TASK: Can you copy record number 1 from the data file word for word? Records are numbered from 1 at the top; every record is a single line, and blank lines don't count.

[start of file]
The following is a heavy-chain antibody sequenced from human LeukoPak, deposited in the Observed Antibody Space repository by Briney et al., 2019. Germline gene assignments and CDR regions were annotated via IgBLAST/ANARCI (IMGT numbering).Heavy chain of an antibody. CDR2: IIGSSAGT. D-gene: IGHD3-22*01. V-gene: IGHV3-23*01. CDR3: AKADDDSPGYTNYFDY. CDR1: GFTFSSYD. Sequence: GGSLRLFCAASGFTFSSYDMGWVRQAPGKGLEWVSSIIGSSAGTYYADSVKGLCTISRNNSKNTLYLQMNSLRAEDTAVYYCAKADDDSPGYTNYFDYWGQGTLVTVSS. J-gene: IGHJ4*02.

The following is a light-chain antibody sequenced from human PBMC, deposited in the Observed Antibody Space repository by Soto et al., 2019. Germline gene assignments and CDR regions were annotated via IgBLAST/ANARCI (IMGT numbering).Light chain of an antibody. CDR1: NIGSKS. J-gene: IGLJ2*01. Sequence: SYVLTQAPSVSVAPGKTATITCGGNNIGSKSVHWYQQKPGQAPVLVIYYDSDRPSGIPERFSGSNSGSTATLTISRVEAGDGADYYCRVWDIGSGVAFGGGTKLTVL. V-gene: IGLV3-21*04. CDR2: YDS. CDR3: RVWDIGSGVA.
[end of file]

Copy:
The following is a heavy-chain antibody sequenced from human LeukoPak, deposited in the Observed Antibody Space repository by Briney et al., 2019. Germline gene assignments and CDR regions were annotated via IgBLAST/ANARCI (IMGT numbering).Heavy chain of an antibody. CDR2: IIGSSAGT. D-gene: IGHD3-22*01. V-gene: IGHV3-23*01. CDR3: AKADDDSPGYTNYFDY. CDR1: GFTFSSYD. Sequence: GGSLRLFCAASGFTFSSYDMGWVRQAPGKGLEWVSSIIGSSAGTYYADSVKGLCTISRNNSKNTLYLQMNSLRAEDTAVYYCAKADDDSPGYTNYFDYWGQGTLVTVSS. J-gene: IGHJ4*02.